Our first official day of work began with a morning devotional led by the team’s chaplain, James.
There are forty-eight team members on Team Morgan 648, including about a dozen Faith In Practice staff members. Approximately half of our team has traveled to Guatemala before, but this is the first trip for many of us.
Today was triage day. The anticipation and excitement on the bus to Hilario Galindo was palpable—returning team members were excited to be back and many of the new members of the team were anxious but eager.
When we arrived, people were already waiting outside the clinic to see the doctors. The group consisted mostly of women, but there were also men and a few children. We visited many of these patients and their families while they waited. Rather than inquiring about the reasons they’ve come to Hilario Galindo, we spent time learning about them and practicing our limited Spanish skills since our translators were busy with other important tasks today.
In the wheelchair clinic, a large group of patients from San Sebastian had traveled to the hospital together. We talked with some great people in this group—Isabel, Estacia, and Evelyn told us about the nearby volcano called Santiaguito, while Tomas, Vilma, and Maria educated us on K’iche’, which is one of more than twenty Mayan languages spoken in Guatemala. For future reference, good-bye is pronounced “chock-chick” and thank you is pronounced “mal-tee-ōsh.”
Meanwhile in the clinic, our doctors worked throughout the afternoon meeting with patients. We’re lucky to have several doctors who speak Spanish, but with the help of five translators, all of the doctors were able to communicate with each patient and understand their health issues to determine the best course of action. Two of these translators are Gerrardo and Kevin. Gerrardo and Kevin were incredibly helpful with their mastering of both Spanish and English, especially with the difficulty that comes with translating complicated medical terms.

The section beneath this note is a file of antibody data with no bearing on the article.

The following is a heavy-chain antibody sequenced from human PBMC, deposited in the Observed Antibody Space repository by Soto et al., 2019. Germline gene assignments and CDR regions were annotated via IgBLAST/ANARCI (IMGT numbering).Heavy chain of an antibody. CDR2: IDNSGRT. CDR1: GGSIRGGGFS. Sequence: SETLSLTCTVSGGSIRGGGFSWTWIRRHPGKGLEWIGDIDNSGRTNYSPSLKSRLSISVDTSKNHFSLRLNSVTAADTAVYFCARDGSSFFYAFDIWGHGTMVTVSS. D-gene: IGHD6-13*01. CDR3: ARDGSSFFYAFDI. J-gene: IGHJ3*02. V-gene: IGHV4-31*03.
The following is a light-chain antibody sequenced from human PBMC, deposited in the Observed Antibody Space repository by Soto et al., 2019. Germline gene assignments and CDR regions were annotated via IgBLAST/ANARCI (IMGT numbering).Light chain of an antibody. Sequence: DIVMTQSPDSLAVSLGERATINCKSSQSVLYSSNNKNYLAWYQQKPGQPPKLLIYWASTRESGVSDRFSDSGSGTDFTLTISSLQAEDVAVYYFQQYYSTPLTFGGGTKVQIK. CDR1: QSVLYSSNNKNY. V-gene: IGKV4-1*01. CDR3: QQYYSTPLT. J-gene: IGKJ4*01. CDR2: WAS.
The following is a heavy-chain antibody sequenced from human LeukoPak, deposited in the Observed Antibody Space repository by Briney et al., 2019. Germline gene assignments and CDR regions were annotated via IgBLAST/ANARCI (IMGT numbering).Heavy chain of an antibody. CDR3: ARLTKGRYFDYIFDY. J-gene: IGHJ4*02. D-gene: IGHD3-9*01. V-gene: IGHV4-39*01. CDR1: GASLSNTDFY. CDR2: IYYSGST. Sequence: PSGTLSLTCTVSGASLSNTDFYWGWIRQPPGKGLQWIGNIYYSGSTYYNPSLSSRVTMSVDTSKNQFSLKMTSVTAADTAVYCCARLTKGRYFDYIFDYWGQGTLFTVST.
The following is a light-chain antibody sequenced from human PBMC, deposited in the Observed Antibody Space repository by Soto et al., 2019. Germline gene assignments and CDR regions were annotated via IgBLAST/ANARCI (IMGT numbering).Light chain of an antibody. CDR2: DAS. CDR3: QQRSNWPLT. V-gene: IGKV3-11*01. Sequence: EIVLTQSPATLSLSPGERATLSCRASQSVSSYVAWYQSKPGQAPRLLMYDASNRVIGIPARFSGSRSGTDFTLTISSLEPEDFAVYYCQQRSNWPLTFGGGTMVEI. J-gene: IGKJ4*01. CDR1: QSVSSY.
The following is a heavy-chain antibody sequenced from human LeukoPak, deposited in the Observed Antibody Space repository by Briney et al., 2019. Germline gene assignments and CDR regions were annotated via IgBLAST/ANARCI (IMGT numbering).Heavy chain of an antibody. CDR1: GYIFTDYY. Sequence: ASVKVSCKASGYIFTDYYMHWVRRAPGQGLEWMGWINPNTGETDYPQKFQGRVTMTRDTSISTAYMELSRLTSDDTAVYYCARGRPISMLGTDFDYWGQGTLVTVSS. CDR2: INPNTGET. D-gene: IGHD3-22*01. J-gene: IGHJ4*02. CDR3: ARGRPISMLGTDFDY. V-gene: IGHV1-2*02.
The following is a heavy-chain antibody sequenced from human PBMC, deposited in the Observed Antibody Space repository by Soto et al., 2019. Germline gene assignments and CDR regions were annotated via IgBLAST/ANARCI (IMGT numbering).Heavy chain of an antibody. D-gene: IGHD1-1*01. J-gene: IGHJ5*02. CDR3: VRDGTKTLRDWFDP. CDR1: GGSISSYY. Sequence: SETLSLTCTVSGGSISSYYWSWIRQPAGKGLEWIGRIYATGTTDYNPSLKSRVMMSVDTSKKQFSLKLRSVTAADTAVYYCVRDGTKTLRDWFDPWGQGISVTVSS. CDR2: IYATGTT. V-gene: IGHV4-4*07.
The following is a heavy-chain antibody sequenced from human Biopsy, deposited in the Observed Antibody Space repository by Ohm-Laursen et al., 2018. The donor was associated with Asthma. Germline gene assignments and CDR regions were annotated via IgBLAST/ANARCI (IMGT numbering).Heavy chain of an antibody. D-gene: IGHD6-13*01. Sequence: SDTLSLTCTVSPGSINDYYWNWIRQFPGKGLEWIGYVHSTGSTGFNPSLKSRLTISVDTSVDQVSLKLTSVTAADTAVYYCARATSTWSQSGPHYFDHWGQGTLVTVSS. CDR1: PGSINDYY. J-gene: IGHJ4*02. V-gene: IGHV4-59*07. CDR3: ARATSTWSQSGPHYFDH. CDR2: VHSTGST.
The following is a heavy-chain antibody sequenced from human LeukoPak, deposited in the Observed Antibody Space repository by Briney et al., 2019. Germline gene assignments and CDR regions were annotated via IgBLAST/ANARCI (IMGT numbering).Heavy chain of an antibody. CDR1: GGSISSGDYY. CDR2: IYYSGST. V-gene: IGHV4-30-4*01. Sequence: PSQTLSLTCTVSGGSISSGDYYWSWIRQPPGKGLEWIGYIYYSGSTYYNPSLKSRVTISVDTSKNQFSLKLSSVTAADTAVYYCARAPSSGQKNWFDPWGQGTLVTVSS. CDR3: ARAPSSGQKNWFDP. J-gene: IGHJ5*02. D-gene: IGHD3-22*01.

The recovery and surgical areas were a flurry of activity as nurses unloaded and set up each of the rooms with all the necessary instruments and supplies. It was a wonder to watch them work together to create order amidst the chaos of unpacking supplies. Their efficiency was a testament to their professional skills and their ability to work well with each other. We’re so grateful to nurses like Nancy, who came out of retirement to join the team, and to nurses like Deb and Holly who are here for the first time.
It was wonderful to finally begin the work! We ended our day collectively exhausted. Some of us rested our brains, and some of us rested our aching bodies. However, other team members are certain to spend their evening working through the surgical and care procedures they will perform tomorrow. May God bless the hands of those who serve and bless the hearts of those in need of comfort and care.